Bleachers' 'Strange Desire' was released to generally positive acclaim in the US last year but for whatever reason has only just made it to these shores. On the strength of the songs here though, a delay of three decades seems more realistic, given how adeptly they pick over the musical bones of the 1980s - a possibility, were it not for the fact that Bleachers' Jack Antonoff was only born in 1984.
Antonoff is guitarist in New York guitar pop band Fun., and worked with Taylor Swift on her '1989' album, a record which also looked deep into the '80s pop canon for musical inspiration. For his Bleachers side project, Antonoff wanted to aim for the kind of emotionally stirring songs that would have appeared as the title track to a John Hughes movie.
On the whole, Antonoff seems to capture the popular, stylised (/ idealised) notion of the essence of the decade pretty well, with tracks possessing the unashamedly big, anthemic choruses and bold electronic colour palettes that most people think were staples from that period. There are prominent echoes of bands like Wang Chung, A Flock Of Seagulls and others - bands often overlooked or derided in surveys of the big bands from the '80s, but as important to the fabric of that period as any Simple Minds or Huey Lewis And The News.
'Strange Desire' works off a relatively consistent formula of quiet, introspective verses that switch suddenly into almost embarrassingly massive transcendent choruses. Somewhere along the line, in the popular recollection of the 1980s, the shouty choruses of hair metal bands and the deft stadium-optimised choruses of Springsteen and Petty got fused - or confused - with new wave and electronic pop, and that all-encompassing clash of styles is evident on 'Strange Desire' - the stand-out 'Wild Heart' (one of a handful of tracks here recorded with Erasure's Vince Clarke) and 'Reckless Love' being two examples. It's not a criticism, more an observation that most of the bands that Antonoff celebrates here didn't need a Five Seconds Of Summer-style terrace chorus effect to deliver an emotionally-weighty chorus.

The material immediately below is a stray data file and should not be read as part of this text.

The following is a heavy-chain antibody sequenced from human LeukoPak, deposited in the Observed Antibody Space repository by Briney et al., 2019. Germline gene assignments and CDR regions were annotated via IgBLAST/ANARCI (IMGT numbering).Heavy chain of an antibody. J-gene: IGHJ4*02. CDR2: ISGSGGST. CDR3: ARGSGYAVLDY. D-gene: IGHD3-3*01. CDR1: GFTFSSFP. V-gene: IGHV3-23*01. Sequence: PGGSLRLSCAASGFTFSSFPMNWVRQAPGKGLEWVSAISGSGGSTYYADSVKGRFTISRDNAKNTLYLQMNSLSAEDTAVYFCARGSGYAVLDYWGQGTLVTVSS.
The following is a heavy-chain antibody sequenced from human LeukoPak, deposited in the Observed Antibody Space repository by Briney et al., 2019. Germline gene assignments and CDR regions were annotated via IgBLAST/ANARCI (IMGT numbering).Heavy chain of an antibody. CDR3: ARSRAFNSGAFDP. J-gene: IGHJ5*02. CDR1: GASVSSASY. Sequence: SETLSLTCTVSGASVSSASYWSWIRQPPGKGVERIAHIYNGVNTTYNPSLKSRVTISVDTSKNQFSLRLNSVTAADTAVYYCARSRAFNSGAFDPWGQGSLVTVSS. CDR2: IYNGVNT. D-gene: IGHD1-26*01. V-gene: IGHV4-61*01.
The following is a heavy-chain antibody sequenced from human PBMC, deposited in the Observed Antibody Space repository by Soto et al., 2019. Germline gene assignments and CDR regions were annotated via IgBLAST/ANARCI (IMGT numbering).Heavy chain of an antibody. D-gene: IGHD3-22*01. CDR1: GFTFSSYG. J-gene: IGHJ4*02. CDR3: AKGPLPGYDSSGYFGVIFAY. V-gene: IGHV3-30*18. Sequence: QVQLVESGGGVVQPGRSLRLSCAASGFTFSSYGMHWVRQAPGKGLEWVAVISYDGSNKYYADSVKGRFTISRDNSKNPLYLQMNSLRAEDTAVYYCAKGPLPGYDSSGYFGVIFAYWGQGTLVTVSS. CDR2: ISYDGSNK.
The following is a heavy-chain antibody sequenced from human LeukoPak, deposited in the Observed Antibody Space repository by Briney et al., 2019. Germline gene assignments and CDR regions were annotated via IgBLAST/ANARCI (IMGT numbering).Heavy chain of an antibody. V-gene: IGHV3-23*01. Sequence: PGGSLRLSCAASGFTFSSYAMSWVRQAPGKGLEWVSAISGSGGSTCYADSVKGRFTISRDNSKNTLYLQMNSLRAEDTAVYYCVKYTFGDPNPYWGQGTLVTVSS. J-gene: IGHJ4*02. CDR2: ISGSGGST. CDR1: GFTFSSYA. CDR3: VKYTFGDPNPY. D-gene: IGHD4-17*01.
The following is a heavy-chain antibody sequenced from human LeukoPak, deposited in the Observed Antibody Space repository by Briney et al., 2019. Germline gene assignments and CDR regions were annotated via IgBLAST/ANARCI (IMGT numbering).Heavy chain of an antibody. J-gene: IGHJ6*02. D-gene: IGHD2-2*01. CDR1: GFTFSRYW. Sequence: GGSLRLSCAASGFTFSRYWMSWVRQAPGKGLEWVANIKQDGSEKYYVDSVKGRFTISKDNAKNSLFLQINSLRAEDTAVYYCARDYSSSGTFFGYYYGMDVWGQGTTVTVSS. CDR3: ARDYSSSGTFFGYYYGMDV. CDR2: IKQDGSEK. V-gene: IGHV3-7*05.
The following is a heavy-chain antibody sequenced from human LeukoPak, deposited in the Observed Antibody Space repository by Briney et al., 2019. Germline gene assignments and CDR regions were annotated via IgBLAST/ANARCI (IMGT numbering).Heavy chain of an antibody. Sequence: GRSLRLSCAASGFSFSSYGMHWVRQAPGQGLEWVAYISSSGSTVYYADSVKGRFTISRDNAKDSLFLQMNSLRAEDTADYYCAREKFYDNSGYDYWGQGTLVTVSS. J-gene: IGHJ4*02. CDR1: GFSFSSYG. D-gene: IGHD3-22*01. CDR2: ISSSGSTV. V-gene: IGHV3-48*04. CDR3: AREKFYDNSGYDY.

The rousing 'I Wanna Get Better' is the obvious peak here, being unashamedly loud and anthemic, even if at its heart it's a desperate plea for therapy, while 'Reckless Love' seems less of a tribute to the decade in which Antonoff was born and instead nods to the dour miserablism of The National; both of these tower over quieter, less obvious tracks like 'Wake Me' or 'Like A River Runs' which possess more emotional sensitivity and period authenticity than the big tracks do.
On the whole, 'Strange Desire' is a brilliant, brilliant album, ploughing a similar emotional furrow to M83's 'Hurry Up, We're Dreaming' - just with more pop nous. To those who didn't live through the 1980s, it will sound fresh and timeless; to those of us who did it will surely have us heading to our dusty LP collections to reminisce sadly over our lost youths.
Words: Mat Smith
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